Bleacher Report wants to capitalize on the buzzy rise of streetwear culture embodied in brands like Supreme.

Two years ago, Turner-owned Bleacher Report launched B/R Kicks, an Instagram account devoted to athletes and their shoes. Today the account has close to 1 million followers, including stars like LeBron James, Kevin Durant, and Justin Timberlake. Now, Bleacher Report is trying to make B/R Kicks into a full-fledged business, starting with its first event, The Drop Up, which will mimic the limited-edition-product-release drops that streetwear brands use to build hype for their products.

At the event, which is free and on Friday in New York City’s Chelsea neighborhood, sneakerheads can gawk at a new shoe Adidas is dropping, learn how to personalize their shoes from shoe customizers Mache and Ubiqlab, and buy T-shirts and hoodies from B/R Kicks and other brands, among other activities. In addition to Adidas, sponsors include Levi’s, Chivas, and Twitter.

The event comes as media companies are scrambling to diversify their revenue away from digital advertising. The emphasis on B/R Kicks follows a similar build out of House of Highlights, Bleacher Report’s NBA-focused Instagram account. To Bleacher Report, streetwear coverage is a natural extension of its coverage of sports through the lens of culture.

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“If you think about the NBA and how players are using the stadium as their new runway, people are interested in what players are listening to and wearing off the court,” Ed Romaine, SVP and chief brand officer of Bleacher Report, told Business Insider. “[The Drop Up] will dimensionalize all that.”

B/R Kicks is eyeing commerce, video, and events

Looking ahead, Bleacher Report plans to make Drop Up an annual event. It’s launching two new video series for B/R Kicks in December: “The Pre Heat,” a documentary-style show about the creatives behind sneaker styles; and “Sneaker Shock,” where sneakers are awarded to deserving fans.

With B/R Kicks and its dedicated staff of five, Bleacher Report also sees e-commerce potential. Bleacher already created T-shirts that capitalize on big news in the sports world and once hired an artist to reimagine NBA team logos in honor of Black History Month. Bleacher plans to do more collaborations like that to benefit B/R Kicks, Romaine said.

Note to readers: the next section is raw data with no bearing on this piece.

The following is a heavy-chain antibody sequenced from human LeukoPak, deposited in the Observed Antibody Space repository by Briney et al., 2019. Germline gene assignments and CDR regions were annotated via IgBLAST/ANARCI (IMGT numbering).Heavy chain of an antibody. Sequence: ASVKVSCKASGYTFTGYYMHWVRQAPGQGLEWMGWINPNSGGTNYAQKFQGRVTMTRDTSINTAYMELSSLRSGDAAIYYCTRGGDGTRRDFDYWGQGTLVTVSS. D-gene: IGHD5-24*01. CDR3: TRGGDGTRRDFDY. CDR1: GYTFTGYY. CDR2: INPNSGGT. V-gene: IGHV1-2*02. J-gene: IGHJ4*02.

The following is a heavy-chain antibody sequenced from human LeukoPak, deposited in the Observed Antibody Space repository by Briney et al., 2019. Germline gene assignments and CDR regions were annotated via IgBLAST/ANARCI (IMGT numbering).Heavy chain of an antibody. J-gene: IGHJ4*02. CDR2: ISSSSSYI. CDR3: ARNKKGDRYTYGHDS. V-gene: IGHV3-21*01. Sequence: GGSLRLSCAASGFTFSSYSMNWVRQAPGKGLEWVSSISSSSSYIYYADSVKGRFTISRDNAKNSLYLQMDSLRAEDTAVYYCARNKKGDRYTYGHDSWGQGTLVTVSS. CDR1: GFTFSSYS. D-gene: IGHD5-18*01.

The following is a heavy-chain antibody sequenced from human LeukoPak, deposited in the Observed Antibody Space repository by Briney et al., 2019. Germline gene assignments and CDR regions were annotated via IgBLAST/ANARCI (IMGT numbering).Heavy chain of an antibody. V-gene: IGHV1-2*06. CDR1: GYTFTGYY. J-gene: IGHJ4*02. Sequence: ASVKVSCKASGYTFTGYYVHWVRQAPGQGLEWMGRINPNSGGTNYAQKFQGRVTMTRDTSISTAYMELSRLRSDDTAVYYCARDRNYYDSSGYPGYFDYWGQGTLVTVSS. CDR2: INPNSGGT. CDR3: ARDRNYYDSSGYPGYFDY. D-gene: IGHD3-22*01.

“With Kicks, we’ll go from selling just T-shirts to expand to full-service merchandise,” he said. “You can expect to see pop-up stores from us next year.”

B/R Kicks will also start to have a presence at sporting events throughout the year, like the NBA Summer League, Super Bowl, and NBA All-Star Game.

Bain & Company estimated that the market for high-end sneakers alone grew 10% to about $4.2 billion in 2017. Yet selling advertising on a brand like B/R Kicks is tricky because the young audience it caters to has a high BS detector for advertising messages.

B/R Kicks has competition in going after streetwear fans. Complex Media, Hypebeast, and Nice Kicks are just some of the media companies that have already gotten a foothold with the audience.

“It’s a crowded landscape, but where we feel like we fit in is that the democratization of fashion has happened, and sneaker culture is beginning to happen,” said Howard Mittman, CMO of Bleacher Report. “Most of the way sneaker brands have covered it is through the lens of OG sneaker fans. We’re trying to make it accessible to everyone. We’re trying to push our mantra, ‘everyone’s a sneakerhead.'”

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